In this way we went from the Gutefår sheep to breeds with names like Wensleydale, Mouflon, Jacob, Finnish Landrace, and of course, Shetland and Icelandic. At each juncture, we were given large handfuls of fiber to touch, spin, and keep.
But we also learned about spinning wheel maintenance, washing fibers and yarns, how woven pile carpets are made, how you can make your own superwash wool, and, closest to my own heart, what makes a good yarn. It was heaven.
And most exciting of all, some 220 other people were having similar experiences in all the other classrooms. They were learning things like how to spin, how to make hand-dyed roving, how to spin with handspindles, how to prepare fibers, how to handcard and spin woolen yarns, and how to spin for lace.
After our classes all finished on Wednesday afternoon, I went outside to the parking lot and spotted this rainbow—surely an auspicious sign?
Ah, but I haven't even mentioned the best part yet! On Tuesday night, the SOAR gallery opened for viewing. Each year, participants and mentors are invited to submit their works for display in the gallery. Here are just a few examples of the awe-inspiring pieces on display:
I should also commend the SOAR staff for their ingenious transformation of a standard conference room into a gallery. For example, this vessel is sitting on top of an inverted water pitcher!
Gasp! This breathtaking hand-dyed, hand-knit piece by Kathryn Alexander was called What Shoes?
A wet-felted piece by Judy Gilchrist aptly entitled Autumn in New York.
Being an avid angora lover, I was delighted by Janelle Durant's snowflake mittens and hat, knit from a 75% Rambouillet / 25% angora blend.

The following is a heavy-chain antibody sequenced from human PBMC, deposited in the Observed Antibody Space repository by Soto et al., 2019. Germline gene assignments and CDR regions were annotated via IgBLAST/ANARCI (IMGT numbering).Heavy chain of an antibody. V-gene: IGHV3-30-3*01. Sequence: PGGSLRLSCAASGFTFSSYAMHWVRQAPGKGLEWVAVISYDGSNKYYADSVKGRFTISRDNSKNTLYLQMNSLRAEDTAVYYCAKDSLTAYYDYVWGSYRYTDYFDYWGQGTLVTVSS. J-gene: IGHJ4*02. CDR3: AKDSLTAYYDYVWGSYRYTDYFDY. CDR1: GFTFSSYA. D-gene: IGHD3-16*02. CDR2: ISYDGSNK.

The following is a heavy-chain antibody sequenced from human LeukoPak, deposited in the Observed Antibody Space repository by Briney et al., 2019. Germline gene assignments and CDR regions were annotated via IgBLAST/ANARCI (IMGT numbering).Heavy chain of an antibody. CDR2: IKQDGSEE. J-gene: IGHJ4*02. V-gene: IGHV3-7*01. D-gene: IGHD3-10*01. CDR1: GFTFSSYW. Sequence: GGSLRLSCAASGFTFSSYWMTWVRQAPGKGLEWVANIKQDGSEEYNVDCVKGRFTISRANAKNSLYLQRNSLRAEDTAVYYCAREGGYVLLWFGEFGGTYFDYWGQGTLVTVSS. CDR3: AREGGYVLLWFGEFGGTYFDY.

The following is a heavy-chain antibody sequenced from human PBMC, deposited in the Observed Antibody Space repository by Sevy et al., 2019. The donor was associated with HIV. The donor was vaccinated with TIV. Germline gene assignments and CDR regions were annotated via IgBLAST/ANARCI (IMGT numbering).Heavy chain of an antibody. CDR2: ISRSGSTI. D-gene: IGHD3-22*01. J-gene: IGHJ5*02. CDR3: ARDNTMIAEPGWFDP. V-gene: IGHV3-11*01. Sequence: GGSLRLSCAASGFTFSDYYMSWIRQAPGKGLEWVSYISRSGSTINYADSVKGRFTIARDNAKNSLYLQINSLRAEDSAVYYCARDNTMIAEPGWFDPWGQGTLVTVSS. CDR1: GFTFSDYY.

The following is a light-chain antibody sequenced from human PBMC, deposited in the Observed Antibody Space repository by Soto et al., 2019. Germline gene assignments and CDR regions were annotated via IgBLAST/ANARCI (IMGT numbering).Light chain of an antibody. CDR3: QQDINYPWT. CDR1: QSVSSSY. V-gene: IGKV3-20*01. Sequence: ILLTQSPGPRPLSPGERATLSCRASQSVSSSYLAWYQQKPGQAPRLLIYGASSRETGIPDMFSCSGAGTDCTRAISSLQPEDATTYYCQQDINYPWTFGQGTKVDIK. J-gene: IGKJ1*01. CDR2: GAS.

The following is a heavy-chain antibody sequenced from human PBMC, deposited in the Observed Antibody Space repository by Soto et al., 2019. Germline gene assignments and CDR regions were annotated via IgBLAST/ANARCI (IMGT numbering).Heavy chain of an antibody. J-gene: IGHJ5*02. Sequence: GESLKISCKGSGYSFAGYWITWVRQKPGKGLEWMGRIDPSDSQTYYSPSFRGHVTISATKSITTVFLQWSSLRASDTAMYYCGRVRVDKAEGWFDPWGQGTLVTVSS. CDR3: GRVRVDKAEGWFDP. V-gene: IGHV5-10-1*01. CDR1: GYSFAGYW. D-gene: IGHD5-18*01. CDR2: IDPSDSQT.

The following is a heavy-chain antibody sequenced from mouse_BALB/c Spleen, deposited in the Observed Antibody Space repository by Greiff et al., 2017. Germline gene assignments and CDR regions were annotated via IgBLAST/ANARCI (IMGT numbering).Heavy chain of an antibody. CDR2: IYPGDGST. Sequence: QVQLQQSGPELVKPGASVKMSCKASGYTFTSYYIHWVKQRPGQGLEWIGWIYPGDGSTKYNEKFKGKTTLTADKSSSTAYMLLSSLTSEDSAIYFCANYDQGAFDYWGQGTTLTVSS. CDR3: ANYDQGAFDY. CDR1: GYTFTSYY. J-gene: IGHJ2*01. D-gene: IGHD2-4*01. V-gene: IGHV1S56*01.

What a perfect use for leftover handspun! Joan Gentleman used a different heel technique for each of these adorable mini-socks.
Ruth Hollowell's Goddess Mittens, made from her own handspun, hand-dyed wool and silk yarn and using her own pattern. Ruth noted on the information card that she'd been reading Mary Kelly's book, Goddess Embroideries of Eastern Europe, and was inspired to put her own goddess in the cuff.
Rita Williams' Icarus Shawl was a perfect example of perseverance paying off. She started spinning the fiber on a spindle at the 2005 SOAR, plied the yarn on a wheel at the 2006 SOAR, and finally finished the shawl in time for the 2007 SOAR!
Perhaps the most amazing effect of the SOAR gallery is a sense of combined awe and courage. You look at these stunning items and realize that, with time and patience you, too, could achieve something that beautiful.
On Wednesday night, we all gathered for workshop review. Each class sets up two tables of items demonstrating what they made and learned in their class. The room was so packed that I only made it halfway across before everybody started dismantling the displays for the evening.
The display from Carol Rhoades' class on the arts of handcarding and woolen spinning.
Assorted spindles from Andrea Mielke Schroer's handspindles class—and yes, that is a beaded DVD you see on one of the spindles!
Maggie Casey's Spinning 101 class proudly displayed their first skeins and this note to the world.
Leaving Too Soon
During the drive back to the airport, I finally had some quiet time alone to think about what I'd experienced, everybody I'd met, everything I'd learned. When you go to SOAR, you enter a giant snow globe that is constantly being shaken up. Only after you leave, and the flakes finally settle, can you see how your inner creative landscape has been transformed.